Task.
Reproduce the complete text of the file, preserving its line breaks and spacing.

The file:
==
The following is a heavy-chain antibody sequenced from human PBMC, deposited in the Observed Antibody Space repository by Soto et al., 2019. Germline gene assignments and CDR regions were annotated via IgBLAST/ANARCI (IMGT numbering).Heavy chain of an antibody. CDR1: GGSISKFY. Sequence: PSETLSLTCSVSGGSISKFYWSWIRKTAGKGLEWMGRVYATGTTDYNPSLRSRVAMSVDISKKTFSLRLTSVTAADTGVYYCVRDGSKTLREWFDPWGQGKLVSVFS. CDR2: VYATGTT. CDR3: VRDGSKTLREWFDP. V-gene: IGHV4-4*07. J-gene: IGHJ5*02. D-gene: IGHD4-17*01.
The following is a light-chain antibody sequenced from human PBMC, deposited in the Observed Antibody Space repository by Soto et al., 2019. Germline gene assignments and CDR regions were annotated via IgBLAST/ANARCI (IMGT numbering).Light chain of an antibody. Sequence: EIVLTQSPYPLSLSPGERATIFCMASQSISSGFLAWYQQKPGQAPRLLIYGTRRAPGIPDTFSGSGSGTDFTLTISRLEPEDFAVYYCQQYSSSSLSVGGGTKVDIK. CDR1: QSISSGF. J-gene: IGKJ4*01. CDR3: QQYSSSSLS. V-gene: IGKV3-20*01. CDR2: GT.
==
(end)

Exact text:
The following is a heavy-chain antibody sequenced from human PBMC, deposited in the Observed Antibody Space repository by Soto et al., 2019. Germline gene assignments and CDR regions were annotated via IgBLAST/ANARCI (IMGT numbering).Heavy chain of an antibody. CDR1: GGSISKFY. Sequence: PSETLSLTCSVSGGSISKFYWSWIRKTAGKGLEWMGRVYATGTTDYNPSLRSRVAMSVDISKKTFSLRLTSVTAADTGVYYCVRDGSKTLREWFDPWGQGKLVSVFS. CDR2: VYATGTT. CDR3: VRDGSKTLREWFDP. V-gene: IGHV4-4*07. J-gene: IGHJ5*02. D-gene: IGHD4-17*01.
The following is a light-chain antibody sequenced from human PBMC, deposited in the Observed Antibody Space repository by Soto et al., 2019. Germline gene assignments and CDR regions were annotated via IgBLAST/ANARCI (IMGT numbering).Light chain of an antibody. Sequence: EIVLTQSPYPLSLSPGERATIFCMASQSISSGFLAWYQQKPGQAPRLLIYGTRRAPGIPDTFSGSGSGTDFTLTISRLEPEDFAVYYCQQYSSSSLSVGGGTKVDIK. CDR1: QSISSGF. J-gene: IGKJ4*01. CDR3: QQYSSSSLS. V-gene: IGKV3-20*01. CDR2: GT.